As Bombardier wraps up the 2018 Safety Standdown conference, I was asked to discuss and reflect on this year’s theme, the Normalization of Excellence, as it relates to my line of work as an air safety investigator. The goal to normalize excellence is a commitment to excellence as the norm every time, without exception, rooted in technical competence, responsibility, total accountability and the ability to face the facts. It is a noble and just cause in our industry and one that is certainly worth continuously striving for each day.
In many cases, safety investigators deal with events that demonstrate a departure from the philosophy of excellence that nurtures a strong safety culture. All investigators know that bad outcomes are rooted in a host of non-excellent behaviors that are usually “good enough” to get through the day — behaviors that have become “normal” and “accepted”: the normalization of deviance.
It never ceases to amaze me how creative human beings are at contributing (knowingly or unknowingly) to their own grief and occasionally their own demise through deviation from the standards and practices that are specifically in place to prevent bad outcomes. Most are related to human factors and can be prevented. Not all professionals involved in aviation fall into this non-excellent category all the time, but no one is perfect, and there is always a seemingly good reason to take a shortcut. The aviation industry has an enviable and continuously improving safety track record, but is this because we are excellent 99.9% of the time, or because 99.9% of the time it is sufficient to be “good enough?”
So from a perspective of “Normalization of Excellence,” what does this really mean? It means we can do better. From my point of view it means being prepared for any eventuality (when things go well and more importantly when they don’t) that may occur during the operation, maintenance, or any other type of interaction with an aircraft (sufficient rest, dispatch, flight planning, WX briefing, etc.). It means being better than “good enough,” being better than the minimum standard to get a license or pass a test.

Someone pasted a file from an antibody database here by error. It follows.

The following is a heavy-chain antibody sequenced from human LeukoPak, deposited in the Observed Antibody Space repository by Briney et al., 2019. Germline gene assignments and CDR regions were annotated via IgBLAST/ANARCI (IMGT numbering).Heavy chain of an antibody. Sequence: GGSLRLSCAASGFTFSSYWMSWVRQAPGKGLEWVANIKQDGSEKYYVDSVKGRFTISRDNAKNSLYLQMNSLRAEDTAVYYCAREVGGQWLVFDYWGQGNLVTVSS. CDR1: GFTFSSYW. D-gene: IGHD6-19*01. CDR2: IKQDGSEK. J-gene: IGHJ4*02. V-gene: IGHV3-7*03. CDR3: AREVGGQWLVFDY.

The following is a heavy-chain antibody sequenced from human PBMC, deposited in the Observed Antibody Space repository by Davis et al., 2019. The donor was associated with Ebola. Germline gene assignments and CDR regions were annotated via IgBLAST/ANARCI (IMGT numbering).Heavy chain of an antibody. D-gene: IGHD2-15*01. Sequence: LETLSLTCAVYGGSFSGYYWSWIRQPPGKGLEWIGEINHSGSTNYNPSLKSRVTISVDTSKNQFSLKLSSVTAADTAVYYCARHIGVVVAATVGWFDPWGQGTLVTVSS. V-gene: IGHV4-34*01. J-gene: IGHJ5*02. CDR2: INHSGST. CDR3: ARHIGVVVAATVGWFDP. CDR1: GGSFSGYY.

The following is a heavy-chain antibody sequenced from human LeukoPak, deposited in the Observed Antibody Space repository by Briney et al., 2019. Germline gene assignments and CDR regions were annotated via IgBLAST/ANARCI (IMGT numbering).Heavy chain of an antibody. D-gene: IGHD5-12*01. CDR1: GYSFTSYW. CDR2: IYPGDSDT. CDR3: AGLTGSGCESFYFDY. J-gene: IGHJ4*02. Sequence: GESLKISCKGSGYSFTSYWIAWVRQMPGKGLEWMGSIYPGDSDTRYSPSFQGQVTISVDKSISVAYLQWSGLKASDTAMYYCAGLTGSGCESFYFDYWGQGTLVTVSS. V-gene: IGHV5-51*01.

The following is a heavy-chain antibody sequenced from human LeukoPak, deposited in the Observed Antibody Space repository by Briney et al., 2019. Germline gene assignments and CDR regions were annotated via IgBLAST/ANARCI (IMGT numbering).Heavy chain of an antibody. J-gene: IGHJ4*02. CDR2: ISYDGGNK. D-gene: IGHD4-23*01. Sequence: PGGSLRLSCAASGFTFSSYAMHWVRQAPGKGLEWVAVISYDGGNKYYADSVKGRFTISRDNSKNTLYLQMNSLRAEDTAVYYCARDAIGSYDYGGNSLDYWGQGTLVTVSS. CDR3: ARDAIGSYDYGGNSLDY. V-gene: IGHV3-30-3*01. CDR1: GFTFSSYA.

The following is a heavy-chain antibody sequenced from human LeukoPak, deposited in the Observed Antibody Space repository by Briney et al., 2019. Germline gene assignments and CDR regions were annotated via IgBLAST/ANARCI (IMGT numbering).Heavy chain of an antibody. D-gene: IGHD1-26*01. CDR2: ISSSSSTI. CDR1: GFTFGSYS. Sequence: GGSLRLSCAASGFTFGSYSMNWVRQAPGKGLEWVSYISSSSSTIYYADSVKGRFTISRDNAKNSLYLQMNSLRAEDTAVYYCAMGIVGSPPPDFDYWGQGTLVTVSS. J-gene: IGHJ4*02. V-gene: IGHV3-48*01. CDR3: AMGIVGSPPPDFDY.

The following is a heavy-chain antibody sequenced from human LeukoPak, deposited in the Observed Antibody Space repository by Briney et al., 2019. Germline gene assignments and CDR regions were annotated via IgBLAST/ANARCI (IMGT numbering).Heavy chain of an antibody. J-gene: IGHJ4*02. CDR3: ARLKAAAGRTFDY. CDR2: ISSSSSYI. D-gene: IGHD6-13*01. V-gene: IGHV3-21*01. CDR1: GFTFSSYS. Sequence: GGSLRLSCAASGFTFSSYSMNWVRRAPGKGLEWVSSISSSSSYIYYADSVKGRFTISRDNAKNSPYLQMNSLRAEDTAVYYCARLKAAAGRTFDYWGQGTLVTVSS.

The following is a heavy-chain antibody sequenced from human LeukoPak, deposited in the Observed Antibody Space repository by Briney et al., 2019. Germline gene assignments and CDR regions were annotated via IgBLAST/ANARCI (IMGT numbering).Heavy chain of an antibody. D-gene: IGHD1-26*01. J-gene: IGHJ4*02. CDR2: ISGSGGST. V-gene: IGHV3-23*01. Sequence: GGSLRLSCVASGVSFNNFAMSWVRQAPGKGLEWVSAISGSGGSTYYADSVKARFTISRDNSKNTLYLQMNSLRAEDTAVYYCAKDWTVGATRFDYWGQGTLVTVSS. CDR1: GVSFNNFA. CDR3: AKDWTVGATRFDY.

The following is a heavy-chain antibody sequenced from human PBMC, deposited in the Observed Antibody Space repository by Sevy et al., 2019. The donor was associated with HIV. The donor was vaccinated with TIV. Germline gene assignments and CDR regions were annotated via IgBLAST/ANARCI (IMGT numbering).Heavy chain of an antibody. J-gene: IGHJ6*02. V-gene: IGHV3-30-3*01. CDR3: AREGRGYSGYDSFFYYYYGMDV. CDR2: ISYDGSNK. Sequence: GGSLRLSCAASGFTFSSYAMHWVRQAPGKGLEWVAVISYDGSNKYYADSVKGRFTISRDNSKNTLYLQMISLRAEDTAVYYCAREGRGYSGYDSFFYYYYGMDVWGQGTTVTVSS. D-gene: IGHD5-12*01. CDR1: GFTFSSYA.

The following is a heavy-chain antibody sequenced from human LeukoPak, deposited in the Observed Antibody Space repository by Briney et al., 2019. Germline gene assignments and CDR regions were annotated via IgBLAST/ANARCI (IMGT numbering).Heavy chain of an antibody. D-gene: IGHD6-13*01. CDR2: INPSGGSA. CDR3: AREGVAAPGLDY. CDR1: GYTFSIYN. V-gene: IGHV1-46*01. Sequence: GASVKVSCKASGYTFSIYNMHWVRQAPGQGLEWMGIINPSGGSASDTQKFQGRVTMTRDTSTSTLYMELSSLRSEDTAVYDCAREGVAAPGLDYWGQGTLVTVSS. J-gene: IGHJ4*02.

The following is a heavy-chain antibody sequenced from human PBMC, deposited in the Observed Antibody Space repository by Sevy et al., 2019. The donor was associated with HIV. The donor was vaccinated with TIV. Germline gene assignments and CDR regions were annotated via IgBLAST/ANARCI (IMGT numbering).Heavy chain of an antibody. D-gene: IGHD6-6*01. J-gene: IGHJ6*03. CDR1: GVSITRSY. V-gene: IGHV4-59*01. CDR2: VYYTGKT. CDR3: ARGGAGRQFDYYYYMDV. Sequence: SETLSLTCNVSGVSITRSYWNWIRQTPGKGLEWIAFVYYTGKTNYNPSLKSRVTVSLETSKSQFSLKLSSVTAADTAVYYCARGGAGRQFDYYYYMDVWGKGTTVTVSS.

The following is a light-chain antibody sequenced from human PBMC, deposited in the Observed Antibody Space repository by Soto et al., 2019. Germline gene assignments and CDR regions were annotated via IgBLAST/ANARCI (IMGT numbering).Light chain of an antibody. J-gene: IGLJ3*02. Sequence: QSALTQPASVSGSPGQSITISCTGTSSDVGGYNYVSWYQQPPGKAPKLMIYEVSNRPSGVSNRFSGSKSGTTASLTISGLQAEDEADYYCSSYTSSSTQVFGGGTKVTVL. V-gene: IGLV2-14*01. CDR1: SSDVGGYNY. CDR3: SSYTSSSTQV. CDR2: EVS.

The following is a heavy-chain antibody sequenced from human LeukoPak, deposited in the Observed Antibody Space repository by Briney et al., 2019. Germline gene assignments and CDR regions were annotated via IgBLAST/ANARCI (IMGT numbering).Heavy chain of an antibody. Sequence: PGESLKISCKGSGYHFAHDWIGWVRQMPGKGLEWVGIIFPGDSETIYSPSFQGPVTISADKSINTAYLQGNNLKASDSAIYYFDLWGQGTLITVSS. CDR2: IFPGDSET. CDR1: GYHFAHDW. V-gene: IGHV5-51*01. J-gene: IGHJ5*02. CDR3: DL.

In my line of work there are common contributing factors that have consistently and repeatedly contributed to incidents and accidents, these are:
- Lack of, deviation from, or acceptance of deviation from, SOPs, procedures, or processes
- Not qualified and/or sufficiently trained to carry out the task
- Lack of knowledge
- Poor decision making
Normalization of Excellence is being able to look at our performance, objectively assess it, and then recognize that we are faced with one of these incident/accident contributors. The “excellence” part is then to take concrete proactive action, either individually or corporately, and correct the situation. Those that accept that it is good enough and say, “it will never happen to me,” “I got away with it again,” or “we’ve always done it this way,” will eventually become a statistic in an air safety database somewhere.
From a humble air safety investigator’s perspective, the ability to recognize our performance shortcomings and correct them could one day contribute to avoiding an undesirable outcome, greatly advancing the stated goal of the 2018 Safety Standdown: the Normalization of Excellence.
Director, Air Safety Investigation Office
Bombardier Business Aircraft
André Tousignant is Director of Air Safety Investigation at Bombardier Business Aircraft, boasting a cumulative experience of 42 years in the aviation industry. André joined Bombardier in 1998 as a technical instructor and held positions of increasing responsibility such as Manager of Air Safety Investigation Office (ASIO).